Best magnesium powder: Garden of Life Dr. Formulated Magnesium Raspberry Lemon Powder

$ 19.19
(Magnesium type: Carbonate) Magnesium carbonate is a powdered form of magnesium that isn't the most bioavailable on its own, but can be easier to absorb when combined with other ingredients. This blend by Garden of Life pairs it with brown rice protein and probiotics for healthy digestion and regularity. The fizzy drink is designed to be enjoyed before bed.*
White supplement jar with blue label

Best gummies: Nature Made High Absorption Magnesium Citrate Gummies

$ 19.79
(Magnesium type: Citrate) If you're going to get your daily magnesium fix in a confectionary supplement form, make it these gummies from Nature Made: They're free of artificial flavors, synthetic dyes, high fructose corn syrup, and artificial sweeteners. Each serving of two gummies tastes like a fruit treat but packs 200 mg of absorbable magnesium citrate.*
clear container with magnesium gummies and yellow label

Best for digestion: Nature Made Magnesium Citrate

$ 16.99
(Magnesium type: Citrate) In addition to helping maintain healthy levels of magnesium, this daily supplement from Nature Made may help make it easier to pass stool, thanks to the way it pulls fluid into the intestines. Free of synthetic dyes and artificial flavors, each serving (250 mg of magnesium citrate) should be taken with a meal for optimum absorption.*
supplement bottle with yellow label

Best for muscle support

Best for muscle support: Designs for Health Magnesium Malate

$ 24.78
(Magnesium type: Malate) Vegetarian-friendly, non-GMO, and free of gluten, dairy, and soy, Designs for Health's magnesium supplement is a clean way to reap the benefits of malate, like healthy energy levels and muscle support. Two capsules pack 360 mg of magnesium malate, and they can be taken any time of day, preferably with a meal.*
white magnesium supplement bottle

Best magnesium + calcium combo: Rainbow Light Magnesium Calcium+

$ 22.39
(Magnesium type: Oxide, ascorbate, aspartate) Designed for athletes, this Rainbow Light Formula replenishes the body with the calcium that might be lost during a tough workout, as well as a combination of magnesium sources to support healthy muscles and bones. Each vegetarian tablet is capped off with vitamins and a modest blend of botanicals that support digestion (spirulina, ginger) and muscle health (meadowsweet extract, turmeric extract, and rosemary leaf essential oil).*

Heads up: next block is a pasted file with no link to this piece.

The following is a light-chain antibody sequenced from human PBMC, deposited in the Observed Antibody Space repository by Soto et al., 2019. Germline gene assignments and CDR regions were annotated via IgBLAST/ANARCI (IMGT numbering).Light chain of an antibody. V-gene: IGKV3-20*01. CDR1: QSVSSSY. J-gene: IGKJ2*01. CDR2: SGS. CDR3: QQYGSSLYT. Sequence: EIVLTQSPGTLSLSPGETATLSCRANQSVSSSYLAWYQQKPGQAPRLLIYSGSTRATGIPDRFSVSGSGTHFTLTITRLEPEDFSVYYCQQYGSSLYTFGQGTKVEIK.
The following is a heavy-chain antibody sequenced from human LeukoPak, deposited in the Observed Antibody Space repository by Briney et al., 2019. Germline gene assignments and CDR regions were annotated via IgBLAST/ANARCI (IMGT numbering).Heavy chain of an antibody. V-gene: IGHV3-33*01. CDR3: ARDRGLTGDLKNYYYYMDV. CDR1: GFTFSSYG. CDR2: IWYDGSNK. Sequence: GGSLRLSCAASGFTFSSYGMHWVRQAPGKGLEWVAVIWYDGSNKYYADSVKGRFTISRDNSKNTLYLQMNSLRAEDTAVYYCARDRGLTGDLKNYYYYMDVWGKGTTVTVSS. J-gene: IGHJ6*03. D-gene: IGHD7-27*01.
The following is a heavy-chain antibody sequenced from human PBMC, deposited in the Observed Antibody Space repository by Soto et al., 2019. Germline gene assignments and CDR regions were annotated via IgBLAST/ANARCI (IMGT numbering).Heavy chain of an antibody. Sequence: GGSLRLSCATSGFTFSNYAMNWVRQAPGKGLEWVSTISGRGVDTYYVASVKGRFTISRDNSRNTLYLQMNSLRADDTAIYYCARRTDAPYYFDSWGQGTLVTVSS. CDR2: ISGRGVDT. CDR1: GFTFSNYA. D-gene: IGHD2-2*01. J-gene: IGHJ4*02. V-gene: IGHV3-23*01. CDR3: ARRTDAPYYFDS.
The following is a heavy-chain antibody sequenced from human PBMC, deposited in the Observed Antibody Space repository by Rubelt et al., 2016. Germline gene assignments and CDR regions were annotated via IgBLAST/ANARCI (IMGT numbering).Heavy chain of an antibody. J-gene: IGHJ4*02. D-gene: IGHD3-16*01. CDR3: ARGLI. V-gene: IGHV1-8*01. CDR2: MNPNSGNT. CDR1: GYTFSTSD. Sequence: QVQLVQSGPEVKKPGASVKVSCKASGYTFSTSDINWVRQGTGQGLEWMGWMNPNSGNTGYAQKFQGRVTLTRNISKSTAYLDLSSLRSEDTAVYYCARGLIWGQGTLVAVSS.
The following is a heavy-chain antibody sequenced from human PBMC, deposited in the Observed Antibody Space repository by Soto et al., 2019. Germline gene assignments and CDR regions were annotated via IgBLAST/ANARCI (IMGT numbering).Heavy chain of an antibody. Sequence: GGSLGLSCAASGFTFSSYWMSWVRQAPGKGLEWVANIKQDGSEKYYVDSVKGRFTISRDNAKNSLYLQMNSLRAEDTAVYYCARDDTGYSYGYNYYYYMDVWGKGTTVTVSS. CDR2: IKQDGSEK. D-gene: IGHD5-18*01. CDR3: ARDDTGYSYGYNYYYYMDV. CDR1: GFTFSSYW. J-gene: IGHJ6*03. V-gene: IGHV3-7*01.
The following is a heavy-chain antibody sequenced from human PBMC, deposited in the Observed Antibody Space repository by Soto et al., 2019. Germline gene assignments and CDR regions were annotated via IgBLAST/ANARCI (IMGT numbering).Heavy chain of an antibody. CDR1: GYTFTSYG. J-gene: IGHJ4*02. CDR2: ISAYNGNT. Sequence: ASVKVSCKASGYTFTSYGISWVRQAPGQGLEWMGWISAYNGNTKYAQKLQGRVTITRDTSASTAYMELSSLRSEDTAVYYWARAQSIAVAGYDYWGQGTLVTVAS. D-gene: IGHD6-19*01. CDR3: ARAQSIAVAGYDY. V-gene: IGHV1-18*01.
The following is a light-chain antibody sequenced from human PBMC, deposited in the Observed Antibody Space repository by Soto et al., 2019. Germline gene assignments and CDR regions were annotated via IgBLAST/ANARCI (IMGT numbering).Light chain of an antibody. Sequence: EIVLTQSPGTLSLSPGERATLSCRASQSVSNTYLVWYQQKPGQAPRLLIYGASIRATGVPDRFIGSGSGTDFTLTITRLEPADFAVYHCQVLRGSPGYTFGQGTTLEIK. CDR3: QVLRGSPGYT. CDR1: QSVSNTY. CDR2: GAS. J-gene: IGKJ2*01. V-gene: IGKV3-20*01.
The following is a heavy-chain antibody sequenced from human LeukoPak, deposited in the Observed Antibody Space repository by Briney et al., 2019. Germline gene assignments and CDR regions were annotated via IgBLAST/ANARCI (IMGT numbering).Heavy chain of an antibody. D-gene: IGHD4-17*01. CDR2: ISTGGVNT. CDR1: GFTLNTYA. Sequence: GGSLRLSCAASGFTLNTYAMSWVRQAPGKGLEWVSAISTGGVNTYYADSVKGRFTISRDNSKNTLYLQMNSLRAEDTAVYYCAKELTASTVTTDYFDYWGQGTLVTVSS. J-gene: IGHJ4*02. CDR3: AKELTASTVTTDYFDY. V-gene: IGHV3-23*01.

white magnesium container with green cap

Best for bone health

Best liquid: Solgar Liquid Calcium Magnesium Citrate with Vitamin D

$ 15.09
(Magnesium type: Citrate) Another liquid option, Solgar's magnesium cirtrate is combined with two other essential nutrients, vitamin D3 and calcium citrate, to further support those bones and joints. The added vitamin D can also help promote a healthy immune system. Take 1 tablespoon of the fruity brew (note: it does contain added fruit sugar, aka fructose) daily with a meal, and each bottle should last you about a month.*
amber bottle with liquid magnesium supplement

Best magnesium + zinc combo: MagWell® Magnesium With Zinc & D3

$ 19.99
(Magnesium type: Citrate, bisglycinate, malate) To double down on the bone, muscle, and immunity benefits of magnesium, Live Conscious' Magwell® daily supplements pair it with 1,000 IU of vitamin D3 and 7.5 mg of zinc, in a two-capsule serving. Bonus: They're 3rd party tested for purity and manufactured in the USA.*
jar with orange label

Best for bone health: Metagenics Bone Builder® with Magnesium

$ 49.72
(Magnesium type: Citrate, aspartate, bisglycinate) This powerful combination of vitamin D3, calcium, phosphorous, and multiple forms of magnesium (including chelates) is geared towards enhanced bone strength. To support bone density and muscle function, take three tablets once daily.*
amber magnesium supplement bottle with white label

Best for general health

Best prenatal with magnesium: Nurish Prenatal + DHA

$ 16.67
(Magnesium type: Oxide) This well-rounded prenatal multivitamin/mineral supplement from Nurish contains 18 unique vitamins and minerals (including magnesium oxide), plus marine-derived omega-3s EPA and DHA to give women who are pregnant or hope to become pregnant the nutrients they need daily.*
orange and black box filled with magnesium supplements

Best for cognitive health: Life Extension Neuro-Mag® Magnesium L-Threonate

$ 30